David Bourget (Western Ontario)
David Chalmers (ANU, NYU)
Rafael De Clercq
Jack Alan Reynolds
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Diogenes 56 (1):26-40 (2009)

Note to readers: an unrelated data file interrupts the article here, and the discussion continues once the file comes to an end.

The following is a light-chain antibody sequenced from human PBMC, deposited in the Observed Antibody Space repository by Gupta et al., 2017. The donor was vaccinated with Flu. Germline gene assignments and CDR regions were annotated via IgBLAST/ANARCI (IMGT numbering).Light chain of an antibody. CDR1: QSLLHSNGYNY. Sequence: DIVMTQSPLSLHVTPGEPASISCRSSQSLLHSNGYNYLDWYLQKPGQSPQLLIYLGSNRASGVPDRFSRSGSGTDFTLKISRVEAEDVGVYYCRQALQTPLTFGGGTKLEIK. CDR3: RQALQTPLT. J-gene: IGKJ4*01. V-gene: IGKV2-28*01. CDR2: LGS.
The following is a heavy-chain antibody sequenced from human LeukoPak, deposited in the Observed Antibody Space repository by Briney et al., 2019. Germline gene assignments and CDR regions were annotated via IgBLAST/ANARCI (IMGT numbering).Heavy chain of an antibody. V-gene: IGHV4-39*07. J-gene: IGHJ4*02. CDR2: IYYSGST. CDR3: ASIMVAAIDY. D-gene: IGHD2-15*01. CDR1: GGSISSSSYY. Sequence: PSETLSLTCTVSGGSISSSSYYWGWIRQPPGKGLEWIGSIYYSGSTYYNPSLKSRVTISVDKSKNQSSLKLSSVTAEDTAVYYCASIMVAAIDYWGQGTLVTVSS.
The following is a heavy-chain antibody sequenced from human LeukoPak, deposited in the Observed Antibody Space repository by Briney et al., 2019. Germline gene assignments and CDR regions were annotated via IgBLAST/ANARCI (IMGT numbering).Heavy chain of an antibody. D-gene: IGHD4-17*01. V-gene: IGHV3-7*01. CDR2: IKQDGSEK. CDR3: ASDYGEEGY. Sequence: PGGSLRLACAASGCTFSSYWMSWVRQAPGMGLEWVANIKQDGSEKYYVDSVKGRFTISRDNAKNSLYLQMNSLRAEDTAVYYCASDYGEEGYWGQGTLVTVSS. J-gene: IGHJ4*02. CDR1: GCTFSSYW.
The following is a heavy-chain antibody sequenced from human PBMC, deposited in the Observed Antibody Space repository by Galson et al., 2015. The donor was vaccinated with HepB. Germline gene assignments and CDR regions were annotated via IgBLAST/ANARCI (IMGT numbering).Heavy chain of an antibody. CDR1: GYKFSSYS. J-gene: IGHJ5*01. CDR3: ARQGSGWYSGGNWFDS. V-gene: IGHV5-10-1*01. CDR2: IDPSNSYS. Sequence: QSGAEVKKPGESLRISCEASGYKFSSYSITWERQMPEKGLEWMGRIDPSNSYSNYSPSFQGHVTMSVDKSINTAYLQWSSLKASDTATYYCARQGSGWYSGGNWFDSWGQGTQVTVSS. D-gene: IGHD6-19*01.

The contemporary Chinese intellectual Kang Xiaoguang has argued that Chinese soft power should be based on Confucian culture, the most influential Chinese political tradition. But which Confucian values should form the core of China’s soft power? This paper first explores the coexistence of state sovereignty and utopian cosmopolitanism through an analysis of Confucian tradition up to contemporary Chinese nationalism. It insists on the exogenous roots of the cosmopolitan ideal and its relations with the ideal of a harmonious political order and a global peace. Then, it compares the philosophy of ‘all-under-heaven’ in its classical and contemporary forms, with Mencius’ theory of a ‘hegemon’, a theory that still informs the moral language that Chinese intellectuals use to evaluate foreign policy, especially regarding morally-justified warfare. It ends on a reflection on the role that Mencius’s theory of just and unjust war can play in the contemporary Chinese context and to help understanding and defining the stance of China in the international geo-political context
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